Tuesday, April 21, 2015

Sad Puppies and Good Old Boys: On Diversity in Science Fiction and Philosophy

Sad Puppies Ate My Hugo

If you’ve been following the hubbub surrounding this year’s Hugo nominations, you’ve probably been thinking about diversity in science fiction (and fantasy, but my focus here will be on science fiction).  If you haven’t been following the Hugo hubbub, I can say it involves a group consisting mostly of angry conservative white men who call themselves Sad Puppies and just gets weirder from there.  See this helpful post on the issue as well as this article from The Atlantic that ties the issue to Gamergatethis one from Susan Grigsby, and this excellent LiveJournal (really?) post from George R.R. Martin that puts to the test, and thoroughly decimates, the Puppies' claims of ideological exclusion.  As a result of this scandal, Connie Willis has even declined to participate in a Hugo ceremony. For some background, see "Where are all the women of color in science fiction?" 

The Puppies’ anger simply baffles me.  As a straight white cisgender man in 2015 America, I can assure you that we're doing just fine.  I even love space operas written by other white guys like Iain M. Banks and Peter F. Hamilton.  But I don’t insist that the entire field of science fiction should consist of people like me who like all the same things I like.  I just don’t get it.


Good Old Boys Keep Philosophy Old School (but in a Mad Men sort of way)

Philosophy faculty meeting, circa 1965 or 2015

If you've ever been associated with the academic study of philosophy in North America, you've also probably been thinking about how philosophy continues to be the least diverse discipline in the humanities, both in terms of teachers and curriculum.  (See “Diversity and Inclusiveness Resources” from the American Philosophical Association for statistics and more).
 
Raphael's "School of Athens" (1509) is more diverse than many Philosophy 101 syllabi in America today with at least one woman philosopher (Hypatia) and one Islamic philosopher (Averroes)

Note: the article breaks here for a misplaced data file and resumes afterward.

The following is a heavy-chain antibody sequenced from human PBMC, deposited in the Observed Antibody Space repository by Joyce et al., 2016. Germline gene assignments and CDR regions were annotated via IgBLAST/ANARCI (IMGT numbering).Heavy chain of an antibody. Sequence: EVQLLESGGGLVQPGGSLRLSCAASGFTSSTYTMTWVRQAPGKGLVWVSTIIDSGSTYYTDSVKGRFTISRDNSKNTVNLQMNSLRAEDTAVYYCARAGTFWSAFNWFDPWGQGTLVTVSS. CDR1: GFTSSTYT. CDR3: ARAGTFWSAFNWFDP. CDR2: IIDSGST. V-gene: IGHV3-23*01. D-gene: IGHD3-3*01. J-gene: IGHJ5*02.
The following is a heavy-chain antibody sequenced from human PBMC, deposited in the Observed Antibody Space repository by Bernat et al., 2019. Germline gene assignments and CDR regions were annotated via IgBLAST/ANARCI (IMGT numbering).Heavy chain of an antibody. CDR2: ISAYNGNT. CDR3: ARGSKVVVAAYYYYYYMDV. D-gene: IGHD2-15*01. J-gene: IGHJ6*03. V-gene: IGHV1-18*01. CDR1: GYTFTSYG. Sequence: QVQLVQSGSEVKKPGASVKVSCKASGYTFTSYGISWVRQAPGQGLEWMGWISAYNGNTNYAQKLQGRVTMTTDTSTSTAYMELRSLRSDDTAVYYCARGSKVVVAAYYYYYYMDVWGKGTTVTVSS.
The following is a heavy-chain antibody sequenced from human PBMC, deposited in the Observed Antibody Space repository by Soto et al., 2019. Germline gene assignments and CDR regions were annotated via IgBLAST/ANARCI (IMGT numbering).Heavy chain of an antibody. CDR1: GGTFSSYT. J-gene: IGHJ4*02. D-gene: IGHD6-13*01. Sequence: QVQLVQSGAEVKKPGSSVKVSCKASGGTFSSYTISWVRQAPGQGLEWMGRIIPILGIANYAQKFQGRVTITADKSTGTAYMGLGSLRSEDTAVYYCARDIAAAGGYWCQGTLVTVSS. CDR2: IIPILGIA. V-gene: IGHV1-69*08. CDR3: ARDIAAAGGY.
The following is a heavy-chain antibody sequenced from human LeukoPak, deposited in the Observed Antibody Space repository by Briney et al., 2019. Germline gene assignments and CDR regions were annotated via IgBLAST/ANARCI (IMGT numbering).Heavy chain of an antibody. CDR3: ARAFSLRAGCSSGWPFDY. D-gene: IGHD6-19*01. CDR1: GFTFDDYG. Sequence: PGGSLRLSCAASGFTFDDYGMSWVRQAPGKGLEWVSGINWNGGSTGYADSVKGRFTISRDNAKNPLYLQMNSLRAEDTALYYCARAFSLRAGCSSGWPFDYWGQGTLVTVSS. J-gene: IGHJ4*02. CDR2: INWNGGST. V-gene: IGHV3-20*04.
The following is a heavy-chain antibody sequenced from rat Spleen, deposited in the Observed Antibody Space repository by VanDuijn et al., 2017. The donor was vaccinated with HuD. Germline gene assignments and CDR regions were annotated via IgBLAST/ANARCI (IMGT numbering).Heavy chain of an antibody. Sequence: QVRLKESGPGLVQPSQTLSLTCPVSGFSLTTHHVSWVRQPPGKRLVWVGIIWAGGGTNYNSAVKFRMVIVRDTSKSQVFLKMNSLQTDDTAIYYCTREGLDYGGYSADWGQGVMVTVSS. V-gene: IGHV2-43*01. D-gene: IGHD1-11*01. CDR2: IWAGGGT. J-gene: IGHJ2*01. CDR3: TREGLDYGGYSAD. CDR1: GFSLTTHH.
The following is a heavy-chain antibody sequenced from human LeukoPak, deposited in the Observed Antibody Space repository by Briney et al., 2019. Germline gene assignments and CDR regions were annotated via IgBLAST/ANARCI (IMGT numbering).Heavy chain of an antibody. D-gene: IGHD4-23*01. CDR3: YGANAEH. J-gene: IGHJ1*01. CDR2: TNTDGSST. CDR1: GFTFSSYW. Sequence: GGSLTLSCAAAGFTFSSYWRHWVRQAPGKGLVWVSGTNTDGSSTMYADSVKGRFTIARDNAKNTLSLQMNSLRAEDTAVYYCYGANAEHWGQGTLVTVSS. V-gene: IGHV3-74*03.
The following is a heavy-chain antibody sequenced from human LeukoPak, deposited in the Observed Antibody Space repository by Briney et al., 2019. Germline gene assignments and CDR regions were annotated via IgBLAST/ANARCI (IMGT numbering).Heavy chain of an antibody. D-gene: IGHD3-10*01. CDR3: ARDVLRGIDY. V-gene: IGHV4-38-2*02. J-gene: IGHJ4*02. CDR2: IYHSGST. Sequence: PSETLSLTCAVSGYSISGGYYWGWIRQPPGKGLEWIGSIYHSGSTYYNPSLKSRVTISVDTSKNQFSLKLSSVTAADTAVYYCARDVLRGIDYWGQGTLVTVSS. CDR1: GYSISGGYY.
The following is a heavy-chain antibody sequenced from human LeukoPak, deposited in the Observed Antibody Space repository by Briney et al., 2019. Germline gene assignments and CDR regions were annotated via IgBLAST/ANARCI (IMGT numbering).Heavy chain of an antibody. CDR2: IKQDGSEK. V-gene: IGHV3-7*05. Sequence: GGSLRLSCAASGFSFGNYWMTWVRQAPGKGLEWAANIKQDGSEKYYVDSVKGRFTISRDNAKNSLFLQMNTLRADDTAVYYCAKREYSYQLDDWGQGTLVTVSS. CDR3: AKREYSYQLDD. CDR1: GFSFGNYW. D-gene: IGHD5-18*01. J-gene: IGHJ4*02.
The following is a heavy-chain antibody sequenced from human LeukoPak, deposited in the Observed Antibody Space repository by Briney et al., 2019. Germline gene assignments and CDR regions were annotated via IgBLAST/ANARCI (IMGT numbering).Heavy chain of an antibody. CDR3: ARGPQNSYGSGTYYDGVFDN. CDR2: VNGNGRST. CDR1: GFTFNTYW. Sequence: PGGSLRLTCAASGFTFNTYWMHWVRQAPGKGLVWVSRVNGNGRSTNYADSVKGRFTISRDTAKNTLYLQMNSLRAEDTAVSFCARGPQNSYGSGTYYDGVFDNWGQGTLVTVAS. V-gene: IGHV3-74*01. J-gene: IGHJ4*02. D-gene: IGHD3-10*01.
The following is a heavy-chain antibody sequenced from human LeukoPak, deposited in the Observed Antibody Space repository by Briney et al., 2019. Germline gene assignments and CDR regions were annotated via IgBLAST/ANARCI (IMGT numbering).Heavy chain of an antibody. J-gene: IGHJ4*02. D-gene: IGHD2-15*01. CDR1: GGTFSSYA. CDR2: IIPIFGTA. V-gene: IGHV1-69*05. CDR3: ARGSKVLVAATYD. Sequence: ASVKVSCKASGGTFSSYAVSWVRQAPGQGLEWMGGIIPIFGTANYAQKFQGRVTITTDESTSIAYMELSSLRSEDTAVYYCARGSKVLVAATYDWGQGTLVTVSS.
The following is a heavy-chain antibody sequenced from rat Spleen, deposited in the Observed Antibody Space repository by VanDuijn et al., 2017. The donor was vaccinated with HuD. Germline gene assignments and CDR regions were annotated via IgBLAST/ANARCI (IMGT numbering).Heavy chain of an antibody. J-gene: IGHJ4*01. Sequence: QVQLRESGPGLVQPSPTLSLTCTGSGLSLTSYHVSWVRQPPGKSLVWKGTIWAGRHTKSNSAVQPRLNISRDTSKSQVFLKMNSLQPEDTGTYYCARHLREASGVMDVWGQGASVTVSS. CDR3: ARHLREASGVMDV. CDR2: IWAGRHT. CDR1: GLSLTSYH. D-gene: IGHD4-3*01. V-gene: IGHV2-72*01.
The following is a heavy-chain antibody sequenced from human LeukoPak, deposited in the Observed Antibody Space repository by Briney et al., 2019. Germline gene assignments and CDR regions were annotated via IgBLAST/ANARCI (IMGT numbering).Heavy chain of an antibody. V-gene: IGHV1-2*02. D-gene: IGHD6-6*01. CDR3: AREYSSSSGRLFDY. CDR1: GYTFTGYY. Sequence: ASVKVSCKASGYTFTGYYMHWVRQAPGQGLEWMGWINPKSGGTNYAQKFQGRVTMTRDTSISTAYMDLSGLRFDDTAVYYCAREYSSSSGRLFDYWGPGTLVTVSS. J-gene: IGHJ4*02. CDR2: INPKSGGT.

Many philosophy departments continue to create hostile environments for women and people of color, as evidenced by several recent reports.  See this article on widely publicized findings at the University of Colorado at Boulder and another article on the controversy surrounding big name philosopher Colin McGinn.  See also this interview with philosopher Emily S. Lee on being an Asian American woman in philosophy.  If you still don’t believe it could possibly be this bad, see the excellent, if depressing, blog, What Is It Like to Be a Woman in Philosophy?


Diversity is Good for All of Us (even Sad Puppies and Good Old Boys)


It’s because I love science fiction and philosophy so much that the trouble each area has with diversity makes me so sad (albeit, not of the puppy variety).
 
Hugo winners, 2014
As I argued in my review of Dark Matter: A Century of Speculative Fiction from the African Diaspora, engaging with diverse perspectives in science fiction and in philosophy is important because the truth is bigger than any single perspective.  If we’re going to understand things about the universe, society, each other, and ourselves, we’re going to have to go beyond our own perspectives.  As I said in that post, “we have something to learn from everyone.”  Yes, even Sad Puppies and Good Old Boys can learn from everyone, just as we can learn from them (even if what we learn from them is sometimes that they're wrong).  None of this needs to collapse into a simplistic “anything goes” sort of relativism, an issue I took up in this post.